- Is not permitted to accompany the patient to the Mother Baby Unit postpartum
Mother Baby Unit
24-hour access for ONE essential care partner is permitted.
Patients can identify ONE additional essential care partner alternate, but the essential care partners must not visit at the same time.
Essential care partners are not permitted to remove their mask to eat or drink at any time.
Please ask your care team for further guidance and bring anything you may need during your stay (reading materials, additional clothes, phone charger, etc.)
What is the current visiting policy at Mount Sinai’s Women’s and Infants’ Program?
Please note that our visiting policies are subject to change at any time. We will endeavour to keep you informed and your health care team will take good care of you and your baby.
- All visitors are required to wear a mask at all times when in the hospital.
- Visitors under 12 years of age are not permitted at this time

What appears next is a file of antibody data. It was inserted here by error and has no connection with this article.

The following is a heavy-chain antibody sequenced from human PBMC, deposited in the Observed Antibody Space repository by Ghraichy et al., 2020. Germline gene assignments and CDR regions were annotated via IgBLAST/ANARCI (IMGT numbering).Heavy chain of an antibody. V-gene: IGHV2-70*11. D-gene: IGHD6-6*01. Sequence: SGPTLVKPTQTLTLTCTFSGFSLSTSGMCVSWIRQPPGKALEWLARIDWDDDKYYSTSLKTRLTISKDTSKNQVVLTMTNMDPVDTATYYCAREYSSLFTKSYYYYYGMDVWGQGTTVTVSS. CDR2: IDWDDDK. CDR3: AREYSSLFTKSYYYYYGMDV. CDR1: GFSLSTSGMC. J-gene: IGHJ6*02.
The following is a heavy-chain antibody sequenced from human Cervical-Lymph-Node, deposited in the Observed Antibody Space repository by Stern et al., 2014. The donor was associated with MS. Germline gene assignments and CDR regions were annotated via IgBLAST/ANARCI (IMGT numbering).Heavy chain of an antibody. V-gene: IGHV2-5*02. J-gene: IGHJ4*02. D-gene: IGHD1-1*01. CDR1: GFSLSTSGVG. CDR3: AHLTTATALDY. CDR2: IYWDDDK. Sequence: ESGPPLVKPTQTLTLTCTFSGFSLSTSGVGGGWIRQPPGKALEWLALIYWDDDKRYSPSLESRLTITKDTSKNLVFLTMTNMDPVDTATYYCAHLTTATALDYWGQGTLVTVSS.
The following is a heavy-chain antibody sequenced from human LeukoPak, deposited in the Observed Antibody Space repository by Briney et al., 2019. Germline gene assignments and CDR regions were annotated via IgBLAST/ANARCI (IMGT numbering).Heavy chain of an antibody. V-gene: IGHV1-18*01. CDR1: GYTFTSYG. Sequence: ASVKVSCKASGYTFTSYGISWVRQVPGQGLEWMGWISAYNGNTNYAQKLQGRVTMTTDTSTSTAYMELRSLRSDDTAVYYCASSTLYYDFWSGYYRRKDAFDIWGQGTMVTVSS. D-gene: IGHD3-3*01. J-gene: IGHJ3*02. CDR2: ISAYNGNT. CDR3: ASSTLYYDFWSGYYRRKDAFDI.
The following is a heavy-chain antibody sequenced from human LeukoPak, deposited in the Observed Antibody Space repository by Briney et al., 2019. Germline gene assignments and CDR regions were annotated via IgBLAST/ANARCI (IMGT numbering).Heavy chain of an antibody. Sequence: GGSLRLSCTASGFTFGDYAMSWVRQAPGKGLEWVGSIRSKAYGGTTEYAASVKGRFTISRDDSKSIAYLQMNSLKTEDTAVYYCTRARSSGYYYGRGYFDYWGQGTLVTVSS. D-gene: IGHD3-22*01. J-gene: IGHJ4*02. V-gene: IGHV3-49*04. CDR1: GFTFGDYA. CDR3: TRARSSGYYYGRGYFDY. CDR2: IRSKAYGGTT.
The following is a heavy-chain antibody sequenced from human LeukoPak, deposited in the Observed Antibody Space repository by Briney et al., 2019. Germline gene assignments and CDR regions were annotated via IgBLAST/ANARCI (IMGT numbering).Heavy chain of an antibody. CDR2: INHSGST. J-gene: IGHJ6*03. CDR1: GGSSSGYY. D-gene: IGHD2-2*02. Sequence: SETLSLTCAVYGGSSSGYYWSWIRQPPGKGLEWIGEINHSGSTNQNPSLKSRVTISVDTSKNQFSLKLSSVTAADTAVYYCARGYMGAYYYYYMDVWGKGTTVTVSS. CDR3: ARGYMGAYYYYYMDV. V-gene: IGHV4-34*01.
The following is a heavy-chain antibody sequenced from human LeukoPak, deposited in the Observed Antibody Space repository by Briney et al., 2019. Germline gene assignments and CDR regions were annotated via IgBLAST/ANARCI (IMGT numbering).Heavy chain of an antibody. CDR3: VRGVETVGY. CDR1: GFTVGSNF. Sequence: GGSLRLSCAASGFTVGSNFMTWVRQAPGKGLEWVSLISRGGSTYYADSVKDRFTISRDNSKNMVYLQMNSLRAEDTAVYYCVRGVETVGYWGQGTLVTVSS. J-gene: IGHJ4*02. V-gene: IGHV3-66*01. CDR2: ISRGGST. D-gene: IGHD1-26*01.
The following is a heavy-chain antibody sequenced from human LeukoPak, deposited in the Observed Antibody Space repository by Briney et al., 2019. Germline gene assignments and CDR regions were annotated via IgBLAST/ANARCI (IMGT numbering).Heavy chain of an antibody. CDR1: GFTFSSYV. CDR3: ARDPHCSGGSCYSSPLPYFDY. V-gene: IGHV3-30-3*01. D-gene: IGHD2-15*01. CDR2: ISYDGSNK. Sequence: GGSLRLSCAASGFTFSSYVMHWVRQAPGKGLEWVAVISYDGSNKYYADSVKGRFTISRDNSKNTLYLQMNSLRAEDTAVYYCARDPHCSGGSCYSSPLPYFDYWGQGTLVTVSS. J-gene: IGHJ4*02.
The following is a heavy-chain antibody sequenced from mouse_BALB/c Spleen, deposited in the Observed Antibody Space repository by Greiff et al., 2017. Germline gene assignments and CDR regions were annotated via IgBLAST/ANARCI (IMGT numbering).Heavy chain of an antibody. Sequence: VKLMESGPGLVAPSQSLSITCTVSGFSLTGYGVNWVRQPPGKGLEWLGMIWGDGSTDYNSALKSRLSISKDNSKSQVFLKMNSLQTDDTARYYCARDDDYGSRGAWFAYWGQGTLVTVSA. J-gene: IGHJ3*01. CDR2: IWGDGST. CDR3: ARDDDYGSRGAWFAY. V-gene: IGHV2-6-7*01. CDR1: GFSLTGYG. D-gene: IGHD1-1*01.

- Essential care partners (support person/visitor) will be asked to stay at the bedside and follow all infection control precautions.
Patients admitted in the Antenatal Unit for less than seven days are able to have TWO essential care partners per day.
Patients admitted in the Antenatal Unit for more than seven days are able to have TWO essential care partners per day and identify TWO additional essential care partner alternates.
Only ONE essential care partner is permitted at a time.
If you are moved from your inpatient room for an ultrasound, your essential care partner will need to remain in your room until you return.
NICU patients are permitted TWO designated essential care partners (parents) at a time.